When I was a young lass, I—like many of my peers—was a hardcore fan of The Hills. I loved the show so much that I would excuse myself from many a boy-girl hangout to settle in at home for one glorious hour of classic Los Angeles dramz, while updating my BBM status (“*~Watching The Hills! Do not disturb!~*”).
If this Monday night setup sounds familiar (hi, everyone born in the ’90s), I have some great news: Kristin Cavallari has a spinoff reality show called Very Cavallari and it. is. AMAZING. And by that, I mean: It’s terrible, but I can’t look away.
It’s been eight years since The Hills went off the air. Kristin Cavallari is now 31 and married to former pro football player Jay Cutler. They live with their three kids (Camden, Jaxon and Saylor) in a mansion in Nashville. In the first Very Cavallari episode, which is available in its entirety on YouTube, we learn that Kristen and Jay don’t want their kids to be on TV against their will. Instead, the show focuses on Kristin trying to jumpstart her jewellery/home goods store Uncommon James, interspersed with some weirdly mean “banter” between her and the always-bored looking Jay.
If it sounds extremely mediocre, that’s because it is. The storylines are slow moving, the characters are largely one-dimensional and by the end of episode 1, everyone has looked directly into the camera at least once. And yet, I am glued to my screen for each hour-long episode—and I think it’s because I’m so damn nostalgic for The Hills.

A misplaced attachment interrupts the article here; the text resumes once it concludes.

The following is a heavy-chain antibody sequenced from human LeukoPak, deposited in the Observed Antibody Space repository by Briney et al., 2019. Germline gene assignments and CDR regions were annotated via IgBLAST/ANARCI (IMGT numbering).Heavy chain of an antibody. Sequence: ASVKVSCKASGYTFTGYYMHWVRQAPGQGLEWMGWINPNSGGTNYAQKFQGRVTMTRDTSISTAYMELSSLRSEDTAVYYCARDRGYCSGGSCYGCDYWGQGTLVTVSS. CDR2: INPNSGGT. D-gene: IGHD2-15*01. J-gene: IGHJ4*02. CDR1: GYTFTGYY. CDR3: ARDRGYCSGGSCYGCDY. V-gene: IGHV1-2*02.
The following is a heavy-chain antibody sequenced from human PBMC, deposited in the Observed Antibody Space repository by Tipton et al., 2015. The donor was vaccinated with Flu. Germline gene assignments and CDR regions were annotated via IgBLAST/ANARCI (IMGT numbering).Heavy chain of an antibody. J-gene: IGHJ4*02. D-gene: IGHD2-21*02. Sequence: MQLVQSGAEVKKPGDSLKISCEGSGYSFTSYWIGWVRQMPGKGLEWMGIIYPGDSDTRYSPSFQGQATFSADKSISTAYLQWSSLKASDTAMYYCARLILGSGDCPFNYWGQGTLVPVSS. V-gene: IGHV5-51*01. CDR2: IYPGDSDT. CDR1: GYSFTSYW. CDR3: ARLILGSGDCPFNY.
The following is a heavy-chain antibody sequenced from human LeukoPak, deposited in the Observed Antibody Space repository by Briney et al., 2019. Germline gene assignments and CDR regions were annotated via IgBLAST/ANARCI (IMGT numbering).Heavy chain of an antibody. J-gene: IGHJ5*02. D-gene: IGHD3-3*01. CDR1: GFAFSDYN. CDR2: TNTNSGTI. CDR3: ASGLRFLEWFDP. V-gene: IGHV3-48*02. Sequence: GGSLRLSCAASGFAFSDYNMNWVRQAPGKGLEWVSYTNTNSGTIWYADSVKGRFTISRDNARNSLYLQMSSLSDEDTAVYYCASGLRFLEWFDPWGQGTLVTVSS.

Herewith, all the ways Kristin Cavallari’s new show—which airs Sundays on E!—is scratching my itch for Lauren Conrad and co.
The gang’s all here
The ladies of Nashville are relentlessly dramatic and the dudes are either total cheeseballs or totally mean. Sound familiar?
Just like Lauren Conrad on The Hills, Kristin Cavallari is the show’s fearless leader. She is determined to make it big in the jewellery/home goods biz and she has very little time for anything else. Cavallari hired Shannon, Reagan and Brittainy to work at the shop, effectively forcing three very loud personalities into a teeny-tiny office space—aka exactly how Lauren and Whitney got into so many workplace squabbles as Teen Vogue interns and later at the PR firm, People’s Revolution.
In place of Audrina, we have Shannon, who is a total flirt and ultimately the show’s shit disturber. Although she’s the social media manager for Uncommon James, Shannon makes it very clear that she has zero interest in actually working. Reagan—who is more of a Stephanie Pratt, IMO—is a huge space cadet (she calls herself “the blonde with the big tits”) and I have no idea what she does for the company. Thus far, I’ve seen her try to buy snacks for a photo shoot and opt for, among other selections, an uncut watermelon with no knife. And then there’s Brittainy, the no-nonsense store manager and the Whitney of the bunch. In short, each are a special kind of exhausting, and they make great TV.
Jay Cutler is—as Kristin’s old faux, Lauren, would say—a “very sucky person.” As far as I can tell, all he’s been doing since stepping back from the NFL is driving his children to and from school and complaining about it in between. Oh, and he spends a lot of time watching live feeds of deer in the wild. I’m serious.
Meanwhile, Shannon is dating a corny singer-songwriter who just wants to make it big. His name is John Gurney and he spends most of his time crooning about how Shannon’s beauty makes him insecure and storming out of bars when he gets mad at her. In a fun twist, Gurney (as he is lovingly called) is BFFs with Brittainy’s boo, Jon Stone, described in the show as a “Nashville music legend.”